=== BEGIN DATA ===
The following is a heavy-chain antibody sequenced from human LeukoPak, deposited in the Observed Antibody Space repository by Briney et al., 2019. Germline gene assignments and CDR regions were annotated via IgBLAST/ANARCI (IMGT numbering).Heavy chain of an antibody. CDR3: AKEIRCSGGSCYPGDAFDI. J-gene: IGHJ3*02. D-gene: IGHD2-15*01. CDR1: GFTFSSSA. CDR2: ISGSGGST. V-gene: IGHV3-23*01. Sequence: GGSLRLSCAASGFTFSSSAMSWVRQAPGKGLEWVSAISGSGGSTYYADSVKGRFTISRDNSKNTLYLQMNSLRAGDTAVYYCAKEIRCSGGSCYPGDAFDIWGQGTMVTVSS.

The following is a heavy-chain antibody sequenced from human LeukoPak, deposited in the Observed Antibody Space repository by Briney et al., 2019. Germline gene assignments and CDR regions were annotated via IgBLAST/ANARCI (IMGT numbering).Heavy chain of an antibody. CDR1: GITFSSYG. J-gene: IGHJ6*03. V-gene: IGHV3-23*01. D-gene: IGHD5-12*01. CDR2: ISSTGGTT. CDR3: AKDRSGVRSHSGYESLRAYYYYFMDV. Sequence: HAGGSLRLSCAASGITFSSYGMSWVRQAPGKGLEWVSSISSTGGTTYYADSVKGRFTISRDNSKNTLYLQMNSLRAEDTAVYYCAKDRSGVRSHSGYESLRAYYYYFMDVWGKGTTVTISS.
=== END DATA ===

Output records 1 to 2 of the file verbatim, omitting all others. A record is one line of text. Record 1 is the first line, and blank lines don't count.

The following is a heavy-chain antibody sequenced from human LeukoPak, deposited in the Observed Antibody Space repository by Briney et al., 2019. Germline gene assignments and CDR regions were annotated via IgBLAST/ANARCI (IMGT numbering).Heavy chain of an antibody. CDR3: AKEIRCSGGSCYPGDAFDI. J-gene: IGHJ3*02. D-gene: IGHD2-15*01. CDR1: GFTFSSSA. CDR2: ISGSGGST. V-gene: IGHV3-23*01. Sequence: GGSLRLSCAASGFTFSSSAMSWVRQAPGKGLEWVSAISGSGGSTYYADSVKGRFTISRDNSKNTLYLQMNSLRAGDTAVYYCAKEIRCSGGSCYPGDAFDIWGQGTMVTVSS.

The following is a heavy-chain antibody sequenced from human LeukoPak, deposited in the Observed Antibody Space repository by Briney et al., 2019. Germline gene assignments and CDR regions were annotated via IgBLAST/ANARCI (IMGT numbering).Heavy chain of an antibody. CDR1: GITFSSYG. J-gene: IGHJ6*03. V-gene: IGHV3-23*01. D-gene: IGHD5-12*01. CDR2: ISSTGGTT. CDR3: AKDRSGVRSHSGYESLRAYYYYFMDV. Sequence: HAGGSLRLSCAASGITFSSYGMSWVRQAPGKGLEWVSSISSTGGTTYYADSVKGRFTISRDNSKNTLYLQMNSLRAEDTAVYYCAKDRSGVRSHSGYESLRAYYYYFMDVWGKGTTVTISS.